FEBRUARY 2018 ROSICRUCIAN MASS SERMON: A SENSE OF LIFE

man-staning-on-rock-looking-for-meaning

We emerge from the unconsciousness of our birth to the development of a sense of self.  But as we live in the modern world, the struggle is for overcoming the alienation that comes part and parcel with living.  In order to do this, we need yet, to develop ‘a sense of life’–that feeling of beingness that informs us of our inherent divinity.  Mythology has always been the key to this for all cultures and in all times.  Both Joseph Campbell and Carl Jung have shown us that despite the apparent differences in the stories in each of these cultures, they have all produced parallel ideas; the collective unconscious being that which intimately connects the whole of the human race.

2 thoughts on “FEBRUARY 2018 ROSICRUCIAN MASS SERMON: A SENSE OF LIFE”

  1. A Sense of Life
    Sermon Notes

    1. Joseph Campbell said that mythology doesn’t provide meaning for our lives. But rather, it provides a sense of life. Purpose & meaning are then, secondard qualities to this sense of life.
    1A. Life emerges from unconsciousness. I this same way, the QBL shows us the Tree-of-Life (consciousness) emerging from the AIN (NOT).
    1B. The baby has no perception until sensations begin to bombard its senses. from this, a simple sense of being emerges, which can be felt as well-being or discomfort.
    1B1. For that matter, the child becomes entirely consumed by want & need. And the adult rarely outgrows this.
    1B1a. Narcissism is a natural phenomenal trait in the human mind.
    1B2. The child ultimately comes to understand his or her own separateness; reaching into puberty to find a sense of individulality & uniqueness.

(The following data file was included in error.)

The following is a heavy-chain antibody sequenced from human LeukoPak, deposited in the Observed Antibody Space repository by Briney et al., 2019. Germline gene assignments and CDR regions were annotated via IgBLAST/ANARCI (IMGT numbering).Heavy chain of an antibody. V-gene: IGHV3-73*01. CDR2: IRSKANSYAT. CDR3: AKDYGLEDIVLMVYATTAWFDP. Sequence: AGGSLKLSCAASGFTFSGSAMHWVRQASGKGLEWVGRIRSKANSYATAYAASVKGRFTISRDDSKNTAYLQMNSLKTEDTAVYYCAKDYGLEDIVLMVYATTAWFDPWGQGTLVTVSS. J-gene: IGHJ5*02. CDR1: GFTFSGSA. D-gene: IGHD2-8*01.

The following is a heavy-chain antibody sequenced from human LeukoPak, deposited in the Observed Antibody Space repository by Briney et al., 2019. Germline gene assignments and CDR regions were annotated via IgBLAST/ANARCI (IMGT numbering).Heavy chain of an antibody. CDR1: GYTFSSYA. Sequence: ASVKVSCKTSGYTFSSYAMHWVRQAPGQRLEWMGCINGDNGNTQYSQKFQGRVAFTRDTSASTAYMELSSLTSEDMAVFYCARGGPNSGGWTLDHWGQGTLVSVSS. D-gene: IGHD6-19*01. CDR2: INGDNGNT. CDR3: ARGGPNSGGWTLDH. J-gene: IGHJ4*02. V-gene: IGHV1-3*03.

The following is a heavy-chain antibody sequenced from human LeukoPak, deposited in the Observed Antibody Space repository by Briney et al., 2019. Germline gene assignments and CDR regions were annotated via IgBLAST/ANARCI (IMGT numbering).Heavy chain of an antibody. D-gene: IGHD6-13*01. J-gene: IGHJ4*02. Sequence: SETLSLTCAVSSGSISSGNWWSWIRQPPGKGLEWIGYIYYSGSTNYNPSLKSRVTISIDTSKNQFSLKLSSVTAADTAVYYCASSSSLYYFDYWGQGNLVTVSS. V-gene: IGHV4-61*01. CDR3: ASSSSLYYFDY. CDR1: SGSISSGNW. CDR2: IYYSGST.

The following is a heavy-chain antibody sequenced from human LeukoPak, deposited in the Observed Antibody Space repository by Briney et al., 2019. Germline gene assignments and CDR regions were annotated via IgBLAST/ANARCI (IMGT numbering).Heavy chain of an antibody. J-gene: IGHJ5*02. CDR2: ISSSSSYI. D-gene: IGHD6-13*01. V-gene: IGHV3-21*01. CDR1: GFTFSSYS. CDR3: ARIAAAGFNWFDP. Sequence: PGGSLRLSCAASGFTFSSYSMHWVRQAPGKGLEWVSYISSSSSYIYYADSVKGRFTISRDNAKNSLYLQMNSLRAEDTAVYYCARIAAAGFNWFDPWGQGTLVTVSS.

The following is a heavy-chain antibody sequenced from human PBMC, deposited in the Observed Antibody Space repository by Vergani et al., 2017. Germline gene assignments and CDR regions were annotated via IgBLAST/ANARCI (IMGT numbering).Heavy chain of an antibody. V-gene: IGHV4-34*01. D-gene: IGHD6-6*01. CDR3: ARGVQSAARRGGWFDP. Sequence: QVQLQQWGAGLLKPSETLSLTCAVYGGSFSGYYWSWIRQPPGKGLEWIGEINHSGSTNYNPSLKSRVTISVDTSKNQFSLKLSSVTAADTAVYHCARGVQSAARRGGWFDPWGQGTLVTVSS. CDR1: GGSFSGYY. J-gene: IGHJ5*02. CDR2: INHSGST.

1B2a. “me first”
    1B3. It is the adult that must get to the point of understanding “beingness”; a sense of life.
    1B3a. This is the ‘waking up’ to “Thou” that Thelemites refer to, as NUIT.
    1B3b. Mythology provides for us, a parade of heroes that undertake what is called the ‘hero’s journey.’
    1B3b1. It is a journey written, that is simultaneously connected to something greater than the self.

    2. Included with a sense of life, must be also, a sense of place; what some mystics & mages call ‘sacred space.’
    2A. For the mystic, mythology serves this purpose; establishing heroic events and deeds at certain locales, such as Golgotha or the Dome of the rock or the Temple Mount.
    2A1. Countries are founded by heroes; miracles of diving providence are commemorated in shrines. Chruches, temples & mosques are designed to evoke a sense of sacredness in their space.
    2A1. These present a living history that is intimately connected to beingness.
    2B. For the mage, symbolism is the key to sacred space.
    2B1. The symbols connected to archetypes of consciousness demonstrate the mind as a field of sacred space.
    2B2. The temple of the mage becomes an evocative, archetypal space; filled w/sacred symbols.

    3. A sense of life is then, the perception of pure consciousness, or pure will.
    3A. “For pure will, unassuaged of purpose, delivered from the lust of result, is every way perfect.”
    3B. Some may come to this perception in brief moments of flashing revelation. And others may develop a more permanent sensibility.
    3B1. There is a vedantic exercise that works quite well in enabling this.
    3B1a. Listening to your thoughts, one finds the silent listener.
    3B1a1. This is that pure will.
    3B1a2. In the Doctrine of the 4 Yods of the RM, we also call this the Intuition.

    4. We then can gains greater insight into the nature of the 4 powers of the Sphinx.
    a. To Know–Gnosis; Knowledge of the self.
    b. To Will–Knowledge of self produces a sense of life.
    c. To Dare–To engage the will & reach to that which is beyond the self.
    d. To Be Silent–Full consciousness of self & not-self; i.e. Pure Consciousness…Pure Will in its most essential form: LOVE.

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